I get out a pen. I write down my email address. I say, ‘Here’s my email address. What I want you to do when you get home is email me the passwords to all of your email accounts, not just the nice, respectable work one in your name, but all of them, because I want to be able to just troll through what it is you’re doing online, read what I want to read and publish whatever I find interesting. After all, if you’re not a bad person, if you’re doing nothing wrong, you should have nothing to hide.’
Not a single person has taken me up on that offer.
Silicon Valley isn’t backing down
So far, the term “debate” may be more of a misnomer. Silicon Valley isn’t debating anything. There may not be anything to debate in the first place.
You can’t “compromise” on weakened security; either it’s secure, or it isn’t.
This veritable Pandora’s Box the US Government wants to explore would lead to backdoor access into our personal lives not just for the government but for hackers and bad actors around the globe. And once you open it, there’s no going back.
“You can’t have secure encryption with a government backdoor. Those two things are mutually exclusive,” notes cyber security thought leader at Script Rock, Jon Hendren. “‘Working with Silicon Valley’ is essentially code for ‘Giving us a backdoor into the accounts, data, and personal lives of users’ and should be totally unacceptable to anyone who even remotely values their privacy.”
There’s also the issue of trust. Even if these backdoors weren’t creating vulnerabilities for bad actors to attack, do we trust the government with our data in the first place?
Our expert panel says, no.
“Handing over such backdoor access to the government would also require an extraordinary degree of trust,” says Khandelwal, “but data breaches like OPM [Office of Personnel Management] proved that government agencies cannot be trusted to keep these backdoor keys safe from hackers.”
[…] even if it were computationally infeasible to crack, there’s still the problem of trusting regular people with the fact that this ability would exist.
As we’ve seen with things like the NSA, ‘governmental spying’ isn’t a small-time operation like Barack Obama and a couple generals crowding over a single laptop, it’s entire teams of contractors and employees spread out around the world. If the government had a way in, you may as well not have encryption at all.
Compromise, in this case, is a rather contentious point of view. The compromise the government seeks isn’t a compromise at all; it’s a major loss of privacy and security for everyone.
Clulely shows us how this “compromise” might play out.
1) Companies allow governments to access encrypted data through some technical means which involves compromising and weakening user security.
2) Governments insist that companies do not offer their customers strong encryption in the first place.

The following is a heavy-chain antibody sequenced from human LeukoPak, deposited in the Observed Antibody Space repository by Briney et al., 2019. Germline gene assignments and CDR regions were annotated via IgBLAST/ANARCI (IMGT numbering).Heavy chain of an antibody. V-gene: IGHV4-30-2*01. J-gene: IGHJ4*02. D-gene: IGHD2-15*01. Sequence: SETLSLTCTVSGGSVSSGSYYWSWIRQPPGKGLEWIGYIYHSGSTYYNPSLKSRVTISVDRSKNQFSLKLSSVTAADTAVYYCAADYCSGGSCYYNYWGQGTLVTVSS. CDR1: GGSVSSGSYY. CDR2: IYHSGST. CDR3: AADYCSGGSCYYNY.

The third option is to keep things as they are, or further expound on the efforts to secure the internet.
There really is no middle ground.
Would providing a backdoor help to fight terrorism?
Since fighting terrorism is the narrative in which the government is using to attempt to stamp out encryption, you have to wonder if encryption is truly the thorn in its side that government officials claim it to be.
It’s well-known that ISIS is using encrypted chat apps, like Telegram, to plan attacks and communicate without detection, but would a backdoor have any effect on the surveillance or capture of extremists?
“A backdoor would also have a limited window of efficacy– bad guys would avoid it once that cat is out of the bag,” says Hendren. “This would have the effect of pushing bad actors further down into more subtle and unconventional ways of communication that counter-terrorists might not be aware of, or watching out for, lessening our visibility overall.”
Why would any terrorist or criminal use a backdoored service when it is so easy for anyone to create his or her own end-to-end encrypted service, like ISIS has with its own encrypted chat app “Alrawi”?
It’s naive to believe that an extremist group that recruits and grooms new members from the keyboard, not the battlefield, isn’t tech savvy enough to find a new means of communication as current ones become compromised.
The privacy debate isn’t going anywhere. Moreover, the ambient noise created by politicians spouting off about technologies they don’t understand should grow in volume as we near the primaries and then the general election.
What’s clear though, is that this isn’t a debate and that Silicon Valley has no means to compromise.
Without compromise, the government is left with but one recourse, policy. One can only hope that we have leaders and citizens who better understand the need for encryption before that day comes.
In this debate, no one is compromising — or compromised — but the end user.